questions: 1) What is the substrate specificity and what might be potential targets of metabolism and protein translation for the PASKIN kinase function? 2) What could be the potentially activating ligand for the PAS domain of PASKIN? Herein, we show that the human eukaryotic translation elongation factor 1A1 is a novel interaction partner and kinase target of PASKIN and is able to increase total translation in vitro. To screen for other putative
PASKIN phosphorylation targets, we assessed the kinase function on a target peptide microarray. We found a substrate specificity similar to the consensus sequences of protein kinase A (PKA) and C (PKC) and identified new metabolic targets. We further identified phosphorylation of ribosomal protein S6 at serines 235/236. Phosphorylation of S6 usually originates from p70 S6 kinases and is a marker for mTOR activity, and therefore often occurring in proliferating cells. However, comparing Paskin-/- versus Paskin+/+ MEFs we could not observe any differences in total translation, cell size or cell growth. Since PKC is
known to phosphorylate eEF1A1 at the same site as PASKIN and shows a similar substrate preference, we wondered wether PASKIN also requires similar phospholipid co-activators as PKC. Indeed, we found that PASKIN binds phosphatidylinositol monophosphates, but not as
we assumed to the PAS domain but to the kinase domain. We also investigated the effects of phosphatidylinositol phosphates both on auto- as well as on target phosphorylation in vitro.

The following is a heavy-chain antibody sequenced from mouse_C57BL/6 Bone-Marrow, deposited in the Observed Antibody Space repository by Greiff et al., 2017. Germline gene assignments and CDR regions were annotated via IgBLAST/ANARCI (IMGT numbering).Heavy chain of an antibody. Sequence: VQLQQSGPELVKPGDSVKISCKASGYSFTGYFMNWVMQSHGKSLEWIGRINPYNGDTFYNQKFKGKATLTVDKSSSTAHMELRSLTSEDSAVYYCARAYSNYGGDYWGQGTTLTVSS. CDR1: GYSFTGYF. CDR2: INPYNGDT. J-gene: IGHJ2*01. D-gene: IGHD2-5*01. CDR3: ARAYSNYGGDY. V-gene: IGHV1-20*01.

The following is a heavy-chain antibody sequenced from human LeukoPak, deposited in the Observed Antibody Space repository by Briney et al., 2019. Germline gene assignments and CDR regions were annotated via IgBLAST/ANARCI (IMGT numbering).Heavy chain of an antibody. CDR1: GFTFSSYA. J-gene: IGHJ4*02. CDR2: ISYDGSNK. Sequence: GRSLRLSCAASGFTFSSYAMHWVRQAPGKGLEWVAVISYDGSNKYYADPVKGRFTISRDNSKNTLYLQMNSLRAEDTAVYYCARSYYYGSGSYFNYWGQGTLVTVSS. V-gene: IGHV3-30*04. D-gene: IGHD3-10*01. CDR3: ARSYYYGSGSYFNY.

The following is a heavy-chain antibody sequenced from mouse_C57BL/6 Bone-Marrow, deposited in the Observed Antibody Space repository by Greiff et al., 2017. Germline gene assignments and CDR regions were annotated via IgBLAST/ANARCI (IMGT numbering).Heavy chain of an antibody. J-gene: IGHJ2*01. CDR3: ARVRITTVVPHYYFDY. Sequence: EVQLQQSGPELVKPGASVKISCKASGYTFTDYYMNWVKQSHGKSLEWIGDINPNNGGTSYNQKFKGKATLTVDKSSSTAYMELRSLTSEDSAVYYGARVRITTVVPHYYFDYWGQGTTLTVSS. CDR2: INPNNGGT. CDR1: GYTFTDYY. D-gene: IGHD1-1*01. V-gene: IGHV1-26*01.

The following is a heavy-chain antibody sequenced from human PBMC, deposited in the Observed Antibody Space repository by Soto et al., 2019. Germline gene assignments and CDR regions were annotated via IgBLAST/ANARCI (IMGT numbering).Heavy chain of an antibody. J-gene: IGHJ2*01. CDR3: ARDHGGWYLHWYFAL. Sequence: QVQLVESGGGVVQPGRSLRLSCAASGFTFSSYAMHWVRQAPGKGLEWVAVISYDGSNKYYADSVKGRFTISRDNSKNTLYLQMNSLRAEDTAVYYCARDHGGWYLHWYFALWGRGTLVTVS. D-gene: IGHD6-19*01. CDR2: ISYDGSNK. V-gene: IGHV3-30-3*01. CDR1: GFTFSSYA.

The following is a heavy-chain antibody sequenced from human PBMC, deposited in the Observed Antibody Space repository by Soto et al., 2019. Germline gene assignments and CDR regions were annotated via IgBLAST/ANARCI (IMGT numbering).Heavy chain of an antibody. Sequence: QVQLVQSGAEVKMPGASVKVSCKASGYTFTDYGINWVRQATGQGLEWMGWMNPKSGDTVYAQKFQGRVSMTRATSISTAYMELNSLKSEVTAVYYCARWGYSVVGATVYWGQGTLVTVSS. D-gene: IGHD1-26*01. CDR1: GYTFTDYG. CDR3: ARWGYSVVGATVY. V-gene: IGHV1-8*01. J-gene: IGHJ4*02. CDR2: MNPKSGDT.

Interestingly, while auto-phosphorylation is induced by the presence of phosphatidylinositol monophosphates and reduced by di- and tri-phosphorylated phosphatidylinositides, target
phosphorylation is reduced by the presence of all phosphatidylinositides tested. Since we found that PASKIN mainly localises along the cytoskeleton, either at the cell membrane or along stess fibers, this suggests that PASKIN might be involved in vesicular transport or cytoskeletal dynamics and its activity might be regulated accordingly dependent on phospholipid binding.
Conclusively, the identification of eEF1A1 and S6 as novel mammalian phosphorylation targets confirmed a role for PASKIN in the regulation of protein translation. The observation that PASKIN can bind phosphatidylinositides opens novel perspectives for future research as
well, and might be connected to a metabolic phenotype by interfering with glucagon granule secretion or GLUT4 exocytosis. Further experiments to find conditions upregulating PASKIN and the identification of an activating ligand would certainly help to understand the general
mechanistics of PASKIN as a sensor of energy homeostasis.
|Referees:||Wenger R H, Wagner C A, Lang F, Stiehl D P|
|Communities & Collections:||04 Faculty of Medicine > Institute of Physiology|
07 Faculty of Science > Institute of Physiology
04 Faculty of Medicine > Center for Integrative Human Physiology
|DDC:||570 Life sciences; biology|
610 Medicine & health
|Deposited On:||22 Jan 2012 18:50|
|Last Modified:||17 Oct 2012 15:40|
|Number of Pages:||147|